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How posted workers became a byword for social dumping

How posted workers became a byword for social dumping
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Posted workers is a framework by which workers are sent by their employers to carry out a service in another EU country on a temporary basis, typically in the construction or transport sectors. The key word here is temporary.

Of late, though, it is often seen as a byword for social dumping in the 28 nation bloc.

In many cases, workers are scammed by unscrupulous intermediaries and gangs.

France and Germany are leading the push for an agreement on a review of the directive ruling this type of work.

But the European Union is divided along the lines of those countries that send posted workers and those that receive them.

Nevertheless, many consider it urgent to find a compromise, especially at the next meeting of European labour ministers scheduled for 23 October.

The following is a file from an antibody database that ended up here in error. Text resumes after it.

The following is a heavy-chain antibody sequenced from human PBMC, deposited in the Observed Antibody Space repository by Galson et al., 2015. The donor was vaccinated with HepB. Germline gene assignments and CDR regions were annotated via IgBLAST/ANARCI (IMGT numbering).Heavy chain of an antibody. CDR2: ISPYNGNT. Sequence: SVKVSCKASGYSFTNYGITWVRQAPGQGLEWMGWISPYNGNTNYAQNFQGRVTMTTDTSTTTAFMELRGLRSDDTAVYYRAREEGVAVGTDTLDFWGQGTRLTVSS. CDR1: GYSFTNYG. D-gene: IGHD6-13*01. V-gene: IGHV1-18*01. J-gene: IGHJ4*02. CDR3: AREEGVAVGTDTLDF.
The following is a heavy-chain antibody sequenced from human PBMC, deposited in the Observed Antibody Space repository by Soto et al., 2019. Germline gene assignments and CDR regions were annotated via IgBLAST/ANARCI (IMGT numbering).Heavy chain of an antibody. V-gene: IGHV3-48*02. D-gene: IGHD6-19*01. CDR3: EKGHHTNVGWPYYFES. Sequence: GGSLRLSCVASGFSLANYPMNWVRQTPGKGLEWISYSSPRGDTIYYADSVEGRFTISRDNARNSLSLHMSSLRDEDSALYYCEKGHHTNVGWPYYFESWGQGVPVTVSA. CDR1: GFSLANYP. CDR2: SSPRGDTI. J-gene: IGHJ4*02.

Hans von der Brelie met with workers formerly posted in Western Europe. They recount stories of fraud and abuse.

France, which takes in almost 180,000 posted workers, is Europe’s third largest recipient.

Valerie Gauriat spoke to Bulgarian workers. Many said they were much better off once they stopped working as posted workers and were directly contracted out by their French employer.

Finally, we speak to top trade unionist, Luca Visentini, who’s pushing for a revision of the posted worker legal framework.

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